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  • Bezona column: Christmas nuts vary depending on locale

    Popular in Vietnam, the jackfruit has nutritional edible nutlike seeds and in a fruit of 50 pounds, may contain over 100 seeds. (Photo courtesy / Voltaire Moise)

    In years gone by, if you lived in North America or Europe, the traditional nuts found at Christmas would have been walnuts or hazelnuts. Pecans would have been the choice in the Southern states. Now we may find nuts from all over the world at the local markets.

    In Myanmar and Vietnam, you might find tropical almonds and relatives of the pili nut. The pili nut has over 600 species in the family Burseraceae and may be found throughout Southeast Asia. Even the macadamia has close relatives in tropical Asia, so depending on where you live, you may find local nuts as well as exotic introductions included in the regional cuisine.

    Some folks think of macadamia nut trees are native to Hawaii, but here we know it is an Australian tree that we adopted as our own. We use the nut in all kinds of local dishes, especially desserts. Roasted macadamia nuts are great Christmas snacks and gifts. We even use the leaves for Christmas decorations instead of holly.

    When the first humans arrived in Hawaii, edible nutritional kernels or nuts were hard to find. About the only native nut was the mahoe or Alectron macrococculus.

    Polynesians then brought with them the coconut and the kukui nut. Technically, the coconut is not a true nut. Although kukui nut is edible, it can create serious stomach issues when too many are eaten since it is related to the castor bean. So in the arena of foods and nutrition, true nuts were lacking.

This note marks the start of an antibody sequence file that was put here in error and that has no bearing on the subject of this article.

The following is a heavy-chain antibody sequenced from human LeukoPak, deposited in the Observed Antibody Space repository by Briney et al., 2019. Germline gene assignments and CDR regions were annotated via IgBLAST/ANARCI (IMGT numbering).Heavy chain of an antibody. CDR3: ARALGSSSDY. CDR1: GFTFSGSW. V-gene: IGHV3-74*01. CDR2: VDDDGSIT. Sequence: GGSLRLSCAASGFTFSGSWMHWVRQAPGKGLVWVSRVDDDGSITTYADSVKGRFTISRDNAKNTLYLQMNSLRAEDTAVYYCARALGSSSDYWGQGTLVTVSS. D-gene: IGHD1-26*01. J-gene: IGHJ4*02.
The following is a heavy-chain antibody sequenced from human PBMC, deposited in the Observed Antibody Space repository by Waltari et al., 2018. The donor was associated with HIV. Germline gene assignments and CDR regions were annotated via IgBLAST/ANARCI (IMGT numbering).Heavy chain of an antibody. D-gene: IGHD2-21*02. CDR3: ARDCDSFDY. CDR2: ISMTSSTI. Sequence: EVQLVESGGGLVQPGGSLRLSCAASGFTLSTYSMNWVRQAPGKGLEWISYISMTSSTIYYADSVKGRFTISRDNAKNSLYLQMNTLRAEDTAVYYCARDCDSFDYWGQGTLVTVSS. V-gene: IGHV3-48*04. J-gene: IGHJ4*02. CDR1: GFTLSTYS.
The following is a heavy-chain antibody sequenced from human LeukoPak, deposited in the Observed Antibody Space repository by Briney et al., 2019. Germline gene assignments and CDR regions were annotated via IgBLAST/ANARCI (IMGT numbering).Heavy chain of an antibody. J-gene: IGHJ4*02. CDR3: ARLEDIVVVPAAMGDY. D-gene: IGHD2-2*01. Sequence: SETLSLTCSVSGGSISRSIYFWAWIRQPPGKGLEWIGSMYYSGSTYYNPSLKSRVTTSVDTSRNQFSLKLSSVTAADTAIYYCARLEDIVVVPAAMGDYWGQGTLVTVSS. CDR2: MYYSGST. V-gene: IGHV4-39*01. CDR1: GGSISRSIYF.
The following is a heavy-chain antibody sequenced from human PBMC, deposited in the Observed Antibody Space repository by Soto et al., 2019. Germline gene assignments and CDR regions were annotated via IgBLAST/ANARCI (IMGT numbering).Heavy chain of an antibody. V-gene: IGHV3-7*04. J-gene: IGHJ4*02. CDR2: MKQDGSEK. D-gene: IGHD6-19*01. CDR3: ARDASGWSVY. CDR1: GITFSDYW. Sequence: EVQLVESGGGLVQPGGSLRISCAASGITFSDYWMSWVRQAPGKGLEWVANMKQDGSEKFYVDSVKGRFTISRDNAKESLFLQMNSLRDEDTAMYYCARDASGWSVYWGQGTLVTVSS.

In the 20th century, University of Hawaii College of Tropical Agriculture researchers literally scoured the tropical world for nut crops that might adapt to some of Hawaii’s diverse climates. Many nut bearing species like almonds and cashews were introduced but none really found popularity like the Australian macadamia nut.

    Even though the first macadamias arrived here in the late 1800s, it took years for it to be seriously considered as a commercial crop. Then researchers developed many superior varieties and it wasn’t long before farmers began growing them commercially.

    Today, when folks think macadamia, they think Hawaii since the best varieties were promoted as Hawaiian macadamias even thought they are now grown in parts of Africa, tropical America, Asia and Australia as well.

    Besides macadamias, let’s consider some of the other nuts with potential for us. Cashews are popular in tropical Asia and you will find them used in many recipes, however the trees were originally discovered in Brasil, ultimately to be spread worldwide.

    In Hawaii, cashews fit well in the home garden. The nut or seed develops at the bottom of the cashew fruit. It is easily grown from seed and grows to be a small round-headed tree. Cashew trees are related to mango trees and have irritating sap so the seed must be handled carefully when processing. The juicy fruit is edible fresh or made into juice or even an alcoholic beverage.